Wednesday 30 September 2020 12:25 pm EY Talk

Is flexible pay set to be the next ‘on-demand’ service?

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FinTech disruption in the payments market has come full circle; from early innovations in ways to pay, some players are now revolutionising how people get paid.

The payments sector has been at the forefront of the FinTech revolution over the past decade reconfiguring supply, demand and purchasing patterns between vendors and consumers across the globe.

Adding efficiency to the way we pay for things was a big part of the first wave of the FinTech revolution and building flexibility into this system featured prominently in the second wave. The next frontier, arguably, could focus on building flexibility into the way we earn which, in turn, adds flexibility to the way we pay.

Read more: UK banks are yet to maximise the full benefits of the cloud

Disruption of payments is moving right across the value chain, and on-demand pay could become part of a reshaping of workforce access to earned income. It works by enabling employees to access a portion of accrued wages in advance of pay day. Unlike salary-based lending or payday loans, on-demand pay does not involve borrowing on the part of the employee. This category of solutions offers individuals the ability to consume, spend and invest as they earn.

Over the past 30 years, global employment levels have risen 65 per cent, reaching 3.3bn employed individuals worldwide (pre- COIVD-19 crisis).1 Yet, despite the economic benefits of exponential growth in employment, large swathes of the global workforce continue to find themselves in a precarious financial position.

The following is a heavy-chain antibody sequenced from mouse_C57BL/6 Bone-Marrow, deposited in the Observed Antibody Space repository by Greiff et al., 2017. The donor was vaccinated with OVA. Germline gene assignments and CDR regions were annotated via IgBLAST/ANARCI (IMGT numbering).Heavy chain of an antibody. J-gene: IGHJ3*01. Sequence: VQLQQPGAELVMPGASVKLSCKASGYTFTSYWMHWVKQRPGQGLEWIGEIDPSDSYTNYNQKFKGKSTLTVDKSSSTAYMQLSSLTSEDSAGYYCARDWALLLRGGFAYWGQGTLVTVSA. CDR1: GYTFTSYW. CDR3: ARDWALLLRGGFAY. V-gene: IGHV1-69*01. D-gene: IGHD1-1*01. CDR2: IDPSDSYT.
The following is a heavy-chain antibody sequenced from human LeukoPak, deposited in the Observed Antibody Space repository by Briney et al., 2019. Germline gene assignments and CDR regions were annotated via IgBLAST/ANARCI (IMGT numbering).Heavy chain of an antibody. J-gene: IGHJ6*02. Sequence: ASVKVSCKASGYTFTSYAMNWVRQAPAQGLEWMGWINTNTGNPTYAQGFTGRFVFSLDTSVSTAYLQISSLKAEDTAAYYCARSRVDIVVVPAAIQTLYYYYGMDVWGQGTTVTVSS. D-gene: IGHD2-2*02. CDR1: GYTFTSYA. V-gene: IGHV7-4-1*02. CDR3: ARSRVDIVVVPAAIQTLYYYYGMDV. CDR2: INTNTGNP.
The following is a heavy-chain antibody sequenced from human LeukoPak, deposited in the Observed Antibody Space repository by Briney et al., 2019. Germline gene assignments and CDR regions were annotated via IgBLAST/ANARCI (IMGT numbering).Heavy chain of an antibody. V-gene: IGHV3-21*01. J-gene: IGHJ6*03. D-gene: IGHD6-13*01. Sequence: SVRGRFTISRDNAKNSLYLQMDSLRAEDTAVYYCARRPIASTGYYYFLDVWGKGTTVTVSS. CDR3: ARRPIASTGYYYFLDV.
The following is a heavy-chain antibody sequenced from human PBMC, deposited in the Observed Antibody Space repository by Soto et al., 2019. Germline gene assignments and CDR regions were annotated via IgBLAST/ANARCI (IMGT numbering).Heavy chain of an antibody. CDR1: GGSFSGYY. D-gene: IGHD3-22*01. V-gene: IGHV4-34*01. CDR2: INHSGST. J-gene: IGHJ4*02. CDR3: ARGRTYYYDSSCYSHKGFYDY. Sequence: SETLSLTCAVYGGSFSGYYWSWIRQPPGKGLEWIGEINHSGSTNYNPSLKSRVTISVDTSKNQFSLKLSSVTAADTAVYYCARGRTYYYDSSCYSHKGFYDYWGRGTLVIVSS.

Increasing part-time employment, diminishing real wage growth, stagnating savings rates and a widespread increase in household debt have all contributed to a gradual erosion of financial security and flexibility for some in society. Growing debt-to-income ratios, for example, mean that even minor fluctuations in household income can sometimes result in financial strain.

New analysis by EY2 reveals that almost three-quarters (73%) of UK workers find it challenging to meet everyday expenses or worry about not being able to meet them; half of these have faced a financial shortfall between pay periods in the last twelve months.

The research, which was carried out at the start of the pandemic, also found that over half (58%) of those surveyed who have experienced financial difficulties have reported a material deterioration in their health and wellbeing. In the UK there are a reported 8.3 million adults who find meeting monthly bills a “heavy burden” and miss more than two bill payments within a six-month period.3

Even though the approach to pay and benefits by many companies has largely remained unchanged, consumers appear ready for a more flexible way of being paid.

The research shows that 27% of the people surveyed would welcome more flexibility in the way they are paid through the use of on-demand pay if it were offered by their employer.

This level of additional flexibility could be useful in helping some individuals deal with causes of financial stress, such as emergencies, no savings, and timing of income.

With emergencies being unforeseeable and savings being a function of income (which has stagnated in real terms), better alignment of earnings and expenses could be a route towards greater financial control. In the context of the current economic environment, and ever-evolving patterns of work and earning, the demand for greater flexibility is likely to continue across all areas of daily life, including pay and benefits. Innovations such as on-demand pay could give employers the ability to adapt their remuneration programmes to a world where flexible work – and flexible pay – may soon be the norm.

1 Cited in EY’s flexible pay report, 2020

2 The survey is part of a market study and was conducted in the UK in April 2020 among c 2,000 nationally representative working-age individuals from across the income, wealth and socio-demographic spectrum.

3 Money Advice Service — Are you one of the 8.3 million adults with problem debt? 2017